• Looking for America

    American flag

    I guess I have a woke look about me, I guess especially when I wear a bright blue shirt. Yesterday I attended a light lunch featuring the mayor of Pindrop, PA, a nondescript but sprawling suburb of Philadelphia. He was there to speak about the future of Pindrop, which intrigued me.

    We don't have a quaint, evocative town centre like many boroughs in this scenic county. I knew better than to complain about the municipal buildings, all contemporary brick rectangles spread on a road in the midst of residential subdivisions. At least they're close together, though you can't see the post office from the road until you've passed by. I always end up pulling into the wrong place and then sighting it from a distance.

    A first-world issue when most of the rest of the world is in harm's way for one reason or another.

    Anyway, the mean age of the mean audience at the light lunch was about 80, so I felt young-- the only people younger was one man at my table, someone's son brought along for the light lunch and to spend time with his parents, I guess. Also, the mayor's assistant and the mayor himself, bordering on old age but certainly not the spry 87 he claimed to be.

    I say "mean audience" because the minute I sat down with my light lunch (sandwich, Doritos, and a bottle of water), a woman at the other end of the table introduced herself without a smile and promptly complained under her breath about a commercial by Biden claiming that he was handsome-- afterwards once he'd listed his accomplishments of course (my note-- I saw the commercial last night). Then, to no one in particular she stated flatly that she was for Trump. I sat there benignly. I didn't have to add that I was woke and had different inclinations.

    The others, men, introduced themselves in a more friendly fashion. We ate and then the mayor was introduced by someone standing on the wrong side of the room, scarcely audible.

    Then the polished pol said some appeasing words or other, about how long he'd been in office, nearly 30 years, and his lively assistant added that she'd been working for him nearly that long. Stability. He made some general remarks about how safe we were and what a diverse community Pindrop is-- Muslims, mosques, temples, churches--he specified several denominations and rolled his eyes around and his assistant clarified synagogues loudly. Then followed words about how few immigrants there were, even in the City (that's Philadelphia), a good thing. I looked around the room for people of color and there were none, though we have a few in my apartment community, including a defiant black woman next door to me who will say nothing beyond "hi" to any of us, overly cheery. For a time she had a "Black Lives Matter" banner on her balcony and after Christmas for some reason hung a wreath on her front door--every day is Christmas? 

    A Q&A followed: too many potholes in the road, the nearby moribund and depressing mall where a gym and a church will relocate now that it's in new hands. The gas station right outside my complex that's been closed since I moved here in 2020 just ahead of Covid-- a depressing sight that puts off people coming to visit, in search of more scenic views on this most scenic road in Pindrop. There's an ice vendor next to it that's open 24/7.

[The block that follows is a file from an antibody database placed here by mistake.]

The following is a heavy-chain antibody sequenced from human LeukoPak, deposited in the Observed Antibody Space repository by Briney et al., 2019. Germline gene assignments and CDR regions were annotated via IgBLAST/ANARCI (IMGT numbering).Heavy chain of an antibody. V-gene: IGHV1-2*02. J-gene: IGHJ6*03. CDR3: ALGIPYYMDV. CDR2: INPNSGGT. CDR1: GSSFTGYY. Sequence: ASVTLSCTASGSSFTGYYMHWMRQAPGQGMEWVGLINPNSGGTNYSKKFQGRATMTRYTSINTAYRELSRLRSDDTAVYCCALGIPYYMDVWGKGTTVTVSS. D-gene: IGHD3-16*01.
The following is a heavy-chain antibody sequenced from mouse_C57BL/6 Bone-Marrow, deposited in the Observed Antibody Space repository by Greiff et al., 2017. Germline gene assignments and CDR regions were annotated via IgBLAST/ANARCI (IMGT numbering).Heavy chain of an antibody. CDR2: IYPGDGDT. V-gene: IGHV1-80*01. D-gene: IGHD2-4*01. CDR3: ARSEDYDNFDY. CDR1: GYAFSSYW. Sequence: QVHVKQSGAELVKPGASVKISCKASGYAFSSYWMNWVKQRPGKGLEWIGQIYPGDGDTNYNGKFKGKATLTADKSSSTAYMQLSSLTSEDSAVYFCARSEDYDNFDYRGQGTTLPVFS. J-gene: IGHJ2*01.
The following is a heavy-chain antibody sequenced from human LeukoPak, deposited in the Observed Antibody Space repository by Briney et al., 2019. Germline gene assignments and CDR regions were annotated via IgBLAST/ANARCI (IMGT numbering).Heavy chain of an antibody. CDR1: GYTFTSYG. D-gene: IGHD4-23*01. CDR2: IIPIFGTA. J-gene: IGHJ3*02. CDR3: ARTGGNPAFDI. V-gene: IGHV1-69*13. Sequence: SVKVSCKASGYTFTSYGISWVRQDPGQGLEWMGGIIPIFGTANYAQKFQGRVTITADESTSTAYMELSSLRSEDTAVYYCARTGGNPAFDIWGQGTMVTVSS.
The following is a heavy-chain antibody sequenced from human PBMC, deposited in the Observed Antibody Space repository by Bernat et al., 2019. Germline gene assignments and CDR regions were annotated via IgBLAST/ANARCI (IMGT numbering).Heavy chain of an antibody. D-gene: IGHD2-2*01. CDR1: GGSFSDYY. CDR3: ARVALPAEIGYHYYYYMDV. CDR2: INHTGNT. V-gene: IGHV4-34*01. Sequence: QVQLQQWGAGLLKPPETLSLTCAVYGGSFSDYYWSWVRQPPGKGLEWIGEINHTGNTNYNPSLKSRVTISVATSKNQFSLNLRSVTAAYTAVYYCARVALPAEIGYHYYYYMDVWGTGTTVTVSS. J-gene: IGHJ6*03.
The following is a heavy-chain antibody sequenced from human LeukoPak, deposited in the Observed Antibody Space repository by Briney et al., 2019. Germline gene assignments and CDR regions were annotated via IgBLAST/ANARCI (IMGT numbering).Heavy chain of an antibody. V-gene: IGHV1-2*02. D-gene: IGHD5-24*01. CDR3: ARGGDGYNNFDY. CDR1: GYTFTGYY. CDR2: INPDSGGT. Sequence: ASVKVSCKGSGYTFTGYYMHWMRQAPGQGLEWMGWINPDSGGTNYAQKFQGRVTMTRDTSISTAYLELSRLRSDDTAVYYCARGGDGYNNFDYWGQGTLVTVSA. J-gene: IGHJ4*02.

More conversation including much interpersonally despite the mayor's presence among the tables. The audience was stimulated. I had to sit with my back to my table to see the mayor and apologized to the man sitting next to me who said something like "Honey, it's fine--you'll face me when I become mayor!" 

    I left immediately after amid a roomful of animated people chatting away even though the mayor tried to block my path, having mumbled about liking people even if they're politically opposed. Mumbled in passing.

    So why was I in such a good mood? I went home and emailed a neighbor who is one of few here who agrees with my politics. She promptly called me to thank me for the laughs and told me she never attends "these things."

    So why was I in such a good mood? I needed to get out, sunk past my knees in an impossible freelancing project. But more than that, as Simon and Garfunkel sang so many years, I realized that I'd gone to look for America and found it, happy in the small-townish folksiness, used to sticking out like a sore thumb among groups. Despite the politics and being a Martian yesterday, I'd found what I'd gone to find, a folksy down-home pol and likemindedness and community.

    Need I add that in 2020, the minute that Trump lost, defeated by absentee votes from our City, you could hear a pin drop in this community? Then a lone young man had the nerve to stand in my courtyard and cheer. I had turned on Schubert's Ave Maria and listened to it in a daze for an hour, well aware of the conflagration that would follow but stealing an hour to breathe free, the daughter of immigrants on all four sides, stealing an oasis from these hard times, harder and harder by the hour, the Doomsday Clock ticking closer and closer to 12.

    Nothing like escaping for an hour, every once in a while.

    Escaping for an hour.